But at the same time, I’m glad I read it. I’m glad I now know about the genocide of Armenians in the early 1900s, a fact my study of history had pretty much skipped over until now. So, I applaud Bohjalian on a well-written, well-researched, heart-wrenching book—but I probably won’t be adding a physical copy to my personal library.

I think we need a new plan.

Remember when I set out that lofty goal to read 30 books this year?

Remember when I almost achieved that goal last year?

Remember when I created this incredible list of books to read this year?

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The silly Jane Austen book I couldn’t resist.

Yeah. That was pretty cool wasn’t it? The problem? It’s probably not going to happen.

It’s almost August and I’m woefully behind schedule if I’m going to read 30 books in 12 months. With about four months left to go, the number of books I’ve read is still in the single digits. I also should have done more research on some of the books I set out to read; I started several on the list only to realize they were particularly vile and to subsequently strike them from the list. And then, I got a little crazy in the Kindle store and bought a bunch of books that aren’t on the list. Then, there was the incredibly silly Jane Austen-inspired novel I found in Target and had to read, even though I knew it was going to be completely ridiculous. And it was, but it also made me laugh!

Truth be told, I’m probably not going to reach my goal this year. And I’m OK with that. I’ll just forge ahead, reading the books that interest me and savoring the good ones.

And maybe 2013 will be the year I actually read 30 books!

Trust Me.

I don’t really write that much poetry—at least not since eighth grade.

But this morning, after reading a prayer written by Scotty smith in his book, Everyday Prayers, one kind of poured out onto the page. So, I thought I’d share it. (The prayer by Scotty that inspired this will follow the poem.) I’m not saying this poem is good or life-changing, but it’s a way of expressing myself in prayer to God.

Trust Me

Trust Me, He whispers softly,
though I kick and scream, push and pull against His will.
I call for an easy way out,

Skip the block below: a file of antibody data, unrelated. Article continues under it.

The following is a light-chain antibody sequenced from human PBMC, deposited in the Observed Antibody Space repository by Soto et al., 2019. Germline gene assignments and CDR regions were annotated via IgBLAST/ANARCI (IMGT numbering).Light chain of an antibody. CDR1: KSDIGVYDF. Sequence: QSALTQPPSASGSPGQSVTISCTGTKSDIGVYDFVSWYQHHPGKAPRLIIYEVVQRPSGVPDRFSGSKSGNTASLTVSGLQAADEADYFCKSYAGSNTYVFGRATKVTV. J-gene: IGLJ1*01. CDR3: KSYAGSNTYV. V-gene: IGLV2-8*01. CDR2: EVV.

But He bids the storm inside me to be still.

Could these circumstances be Your tools?
Are You at work and my heart is in the crucible?
I want to be obedient, I say
—but I also want my way.

Trust. Trust. Trust Me,
You quietly repeat in the face of my loud defiance.
I am at work, You insist. I know what I’m doing.
It may feel like a mess, like chaos swirling out of control,
but always remember: I don’t let go.
I won’t let go of you.

Behold I am doing a new thing. Trust Me.

Trust Me.

Scotty Smith’s prayer is below.  You can find it here: http://thegospelcoalition.org/blogs/scottysmith/2010/10/05/a-prayer-about-hoping-in-god%E2%80%99s-unfailing-love/

Prayer About Hoping in God’s Unfailing Love

No king is saved by the size of his army; no warrior escapes by his great strength. A horse is a vain hope for deliverance; despite all its great strength it cannot save. But the eyes of the LORD are on those who fear him, on those whose hope is in his unfailing love. Psalm 33:16-18

Dear Jesus, though it is not fun, it is a good thing to come to the end of ourselves—to be in situations where all of our resources… all of our strength… all of wisdom are simply not enough.  Indeed, it is a gospel thing to feel the pain of whatever worked in the past, not working in the present moment… to feel the confusion of not knowing what to do next… to feel the helplessness of being out of contorl.

For only in those times do we fully abandon ourselves to the God who alone can part Red Seas… overthrown a whole Midianite army with 300 gun-less soldiers… take down Goliaths with a pebble… feed multitudes with a few fish and pieces of bread… raise a dead Man for the salvation of his people and the transformation of the cosmos.

Jesus, we come and abandon ourselves to you today, for you are that dead Man who now lives. You are the One who is redeeming his Bride and making all things new.  It is your unfailing love that we can and must hope in. There is no other supply sufficient to the need. There is no other strength sufficient for the task. There is no other balm sufficient for the pain. There is no other rest sufficient for the exhaustion. There is no hope sufficient for the crisis.

We bring our broken hearts to you. We bring our struggling marriages to you. We bring our divided churches to you. We bring our conflicted relationships to you. We bring our wayward children to you. We bring our unbelieving friends to you. We bring the needs of our community to you. We bring it all to you, Jesus. We will trust in you and your unfailing love. Astonish us by bringing much glory to yourself. So very Amen, we pray, in your merciful and mighty name.

Book Review: Persuasion

The Book:

Persuasion
by Jane Austen
The Kindle version and Penguin Classic hardback

The Review:

If you know me, you know that I fell in love with Jane Austen a long time ago. Pride and Prejudice has been one of my favorite novels since I first read it as a teen. (What can I say! I’m still a romantic!) But I came to Persuasion later in life, finally reading it as an adult after watching the BBC’s version of the book on NPT when I was about 27—which happens to be the age of Austen’s heroine in Persuasion, Anne Elliot. (It also helped that Captain Wentworth was played by Rupert Penry-Jones, who despite not being my type, was very cute!)